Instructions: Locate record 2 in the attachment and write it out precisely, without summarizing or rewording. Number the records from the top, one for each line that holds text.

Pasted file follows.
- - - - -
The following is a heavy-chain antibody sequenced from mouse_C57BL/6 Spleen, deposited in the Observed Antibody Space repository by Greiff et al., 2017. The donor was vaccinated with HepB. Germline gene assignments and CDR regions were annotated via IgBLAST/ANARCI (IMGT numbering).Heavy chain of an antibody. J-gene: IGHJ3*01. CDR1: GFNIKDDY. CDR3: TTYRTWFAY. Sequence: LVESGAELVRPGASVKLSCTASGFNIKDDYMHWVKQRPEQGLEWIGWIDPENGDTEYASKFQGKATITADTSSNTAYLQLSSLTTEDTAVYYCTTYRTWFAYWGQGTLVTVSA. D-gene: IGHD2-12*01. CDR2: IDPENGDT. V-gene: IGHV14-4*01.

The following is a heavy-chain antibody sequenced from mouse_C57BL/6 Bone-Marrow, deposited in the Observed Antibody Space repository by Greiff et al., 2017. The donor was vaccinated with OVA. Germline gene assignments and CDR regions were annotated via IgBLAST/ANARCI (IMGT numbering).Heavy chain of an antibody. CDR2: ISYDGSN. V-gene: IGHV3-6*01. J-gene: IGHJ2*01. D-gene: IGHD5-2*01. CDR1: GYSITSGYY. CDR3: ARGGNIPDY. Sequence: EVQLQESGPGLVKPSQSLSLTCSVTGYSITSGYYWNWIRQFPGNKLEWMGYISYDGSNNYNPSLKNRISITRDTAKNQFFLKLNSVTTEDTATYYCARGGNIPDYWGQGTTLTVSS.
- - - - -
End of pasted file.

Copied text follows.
The following is a heavy-chain antibody sequenced from mouse_C57BL/6 Bone-Marrow, deposited in the Observed Antibody Space repository by Greiff et al., 2017. The donor was vaccinated with OVA. Germline gene assignments and CDR regions were annotated via IgBLAST/ANARCI (IMGT numbering).Heavy chain of an antibody. CDR2: ISYDGSN. V-gene: IGHV3-6*01. J-gene: IGHJ2*01. D-gene: IGHD5-2*01. CDR1: GYSITSGYY. CDR3: ARGGNIPDY. Sequence: EVQLQESGPGLVKPSQSLSLTCSVTGYSITSGYYWNWIRQFPGNKLEWMGYISYDGSNNYNPSLKNRISITRDTAKNQFFLKLNSVTTEDTATYYCARGGNIPDYWGQGTTLTVSS.